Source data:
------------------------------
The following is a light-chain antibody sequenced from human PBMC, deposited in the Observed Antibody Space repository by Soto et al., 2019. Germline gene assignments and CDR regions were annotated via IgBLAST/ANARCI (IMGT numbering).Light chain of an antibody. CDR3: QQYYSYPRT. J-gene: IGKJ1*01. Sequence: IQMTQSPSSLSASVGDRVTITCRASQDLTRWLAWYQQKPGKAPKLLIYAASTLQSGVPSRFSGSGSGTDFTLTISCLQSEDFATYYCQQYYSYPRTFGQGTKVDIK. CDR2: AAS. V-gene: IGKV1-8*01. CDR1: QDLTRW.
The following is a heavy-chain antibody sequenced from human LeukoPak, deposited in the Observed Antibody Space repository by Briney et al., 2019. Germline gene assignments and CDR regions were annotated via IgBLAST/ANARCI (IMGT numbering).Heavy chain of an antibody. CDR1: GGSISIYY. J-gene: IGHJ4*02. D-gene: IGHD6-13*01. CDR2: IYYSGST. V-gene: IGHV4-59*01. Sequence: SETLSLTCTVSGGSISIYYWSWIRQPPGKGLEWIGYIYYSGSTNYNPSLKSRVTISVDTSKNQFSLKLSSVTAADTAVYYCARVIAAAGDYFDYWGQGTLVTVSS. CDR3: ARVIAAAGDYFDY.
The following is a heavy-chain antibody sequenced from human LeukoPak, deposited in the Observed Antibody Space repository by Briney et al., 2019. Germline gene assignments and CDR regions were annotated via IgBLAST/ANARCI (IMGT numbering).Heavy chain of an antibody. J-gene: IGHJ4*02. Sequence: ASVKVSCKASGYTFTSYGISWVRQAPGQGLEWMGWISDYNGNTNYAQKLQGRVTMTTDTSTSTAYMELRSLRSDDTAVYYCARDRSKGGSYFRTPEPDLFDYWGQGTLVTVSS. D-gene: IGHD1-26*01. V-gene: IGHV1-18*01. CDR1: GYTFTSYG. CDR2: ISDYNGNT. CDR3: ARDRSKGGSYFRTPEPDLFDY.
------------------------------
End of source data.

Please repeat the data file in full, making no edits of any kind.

The following is a light-chain antibody sequenced from human PBMC, deposited in the Observed Antibody Space repository by Soto et al., 2019. Germline gene assignments and CDR regions were annotated via IgBLAST/ANARCI (IMGT numbering).Light chain of an antibody. CDR3: QQYYSYPRT. J-gene: IGKJ1*01. Sequence: IQMTQSPSSLSASVGDRVTITCRASQDLTRWLAWYQQKPGKAPKLLIYAASTLQSGVPSRFSGSGSGTDFTLTISCLQSEDFATYYCQQYYSYPRTFGQGTKVDIK. CDR2: AAS. V-gene: IGKV1-8*01. CDR1: QDLTRW.
The following is a heavy-chain antibody sequenced from human LeukoPak, deposited in the Observed Antibody Space repository by Briney et al., 2019. Germline gene assignments and CDR regions were annotated via IgBLAST/ANARCI (IMGT numbering).Heavy chain of an antibody. CDR1: GGSISIYY. J-gene: IGHJ4*02. D-gene: IGHD6-13*01. CDR2: IYYSGST. V-gene: IGHV4-59*01. Sequence: SETLSLTCTVSGGSISIYYWSWIRQPPGKGLEWIGYIYYSGSTNYNPSLKSRVTISVDTSKNQFSLKLSSVTAADTAVYYCARVIAAAGDYFDYWGQGTLVTVSS. CDR3: ARVIAAAGDYFDY.
The following is a heavy-chain antibody sequenced from human LeukoPak, deposited in the Observed Antibody Space repository by Briney et al., 2019. Germline gene assignments and CDR regions were annotated via IgBLAST/ANARCI (IMGT numbering).Heavy chain of an antibody. J-gene: IGHJ4*02. Sequence: ASVKVSCKASGYTFTSYGISWVRQAPGQGLEWMGWISDYNGNTNYAQKLQGRVTMTTDTSTSTAYMELRSLRSDDTAVYYCARDRSKGGSYFRTPEPDLFDYWGQGTLVTVSS. D-gene: IGHD1-26*01. V-gene: IGHV1-18*01. CDR1: GYTFTSYG. CDR2: ISDYNGNT. CDR3: ARDRSKGGSYFRTPEPDLFDY.